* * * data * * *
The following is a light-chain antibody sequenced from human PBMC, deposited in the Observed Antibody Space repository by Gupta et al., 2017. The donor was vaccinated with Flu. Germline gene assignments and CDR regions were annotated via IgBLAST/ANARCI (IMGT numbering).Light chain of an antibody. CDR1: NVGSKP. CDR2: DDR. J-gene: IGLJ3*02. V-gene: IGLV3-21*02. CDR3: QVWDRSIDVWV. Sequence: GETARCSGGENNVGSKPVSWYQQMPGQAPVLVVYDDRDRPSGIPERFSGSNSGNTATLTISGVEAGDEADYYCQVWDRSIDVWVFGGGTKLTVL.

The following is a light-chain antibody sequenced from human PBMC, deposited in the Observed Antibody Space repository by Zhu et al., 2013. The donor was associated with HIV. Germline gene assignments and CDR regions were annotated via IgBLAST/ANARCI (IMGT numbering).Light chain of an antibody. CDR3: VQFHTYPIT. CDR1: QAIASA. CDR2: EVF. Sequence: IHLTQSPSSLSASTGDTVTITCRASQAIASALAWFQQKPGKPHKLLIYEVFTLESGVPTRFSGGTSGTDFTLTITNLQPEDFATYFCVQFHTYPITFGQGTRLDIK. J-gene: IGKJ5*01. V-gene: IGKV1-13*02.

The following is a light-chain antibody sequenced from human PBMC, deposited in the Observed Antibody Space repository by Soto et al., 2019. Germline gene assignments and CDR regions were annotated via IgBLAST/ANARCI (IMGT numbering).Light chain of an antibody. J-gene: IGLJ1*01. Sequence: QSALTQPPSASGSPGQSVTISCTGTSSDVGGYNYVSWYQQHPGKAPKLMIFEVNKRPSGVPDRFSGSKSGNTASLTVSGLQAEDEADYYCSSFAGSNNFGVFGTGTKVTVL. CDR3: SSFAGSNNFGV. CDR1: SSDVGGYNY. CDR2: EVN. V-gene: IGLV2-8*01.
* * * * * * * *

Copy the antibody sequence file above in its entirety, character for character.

The following is a light-chain antibody sequenced from human PBMC, deposited in the Observed Antibody Space repository by Gupta et al., 2017. The donor was vaccinated with Flu. Germline gene assignments and CDR regions were annotated via IgBLAST/ANARCI (IMGT numbering).Light chain of an antibody. CDR1: NVGSKP. CDR2: DDR. J-gene: IGLJ3*02. V-gene: IGLV3-21*02. CDR3: QVWDRSIDVWV. Sequence: GETARCSGGENNVGSKPVSWYQQMPGQAPVLVVYDDRDRPSGIPERFSGSNSGNTATLTISGVEAGDEADYYCQVWDRSIDVWVFGGGTKLTVL.

The following is a light-chain antibody sequenced from human PBMC, deposited in the Observed Antibody Space repository by Zhu et al., 2013. The donor was associated with HIV. Germline gene assignments and CDR regions were annotated via IgBLAST/ANARCI (IMGT numbering).Light chain of an antibody. CDR3: VQFHTYPIT. CDR1: QAIASA. CDR2: EVF. Sequence: IHLTQSPSSLSASTGDTVTITCRASQAIASALAWFQQKPGKPHKLLIYEVFTLESGVPTRFSGGTSGTDFTLTITNLQPEDFATYFCVQFHTYPITFGQGTRLDIK. J-gene: IGKJ5*01. V-gene: IGKV1-13*02.

The following is a light-chain antibody sequenced from human PBMC, deposited in the Observed Antibody Space repository by Soto et al., 2019. Germline gene assignments and CDR regions were annotated via IgBLAST/ANARCI (IMGT numbering).Light chain of an antibody. J-gene: IGLJ1*01. Sequence: QSALTQPPSASGSPGQSVTISCTGTSSDVGGYNYVSWYQQHPGKAPKLMIFEVNKRPSGVPDRFSGSKSGNTASLTVSGLQAEDEADYYCSSFAGSNNFGVFGTGTKVTVL. CDR3: SSFAGSNNFGV. CDR1: SSDVGGYNY. CDR2: EVN. V-gene: IGLV2-8*01.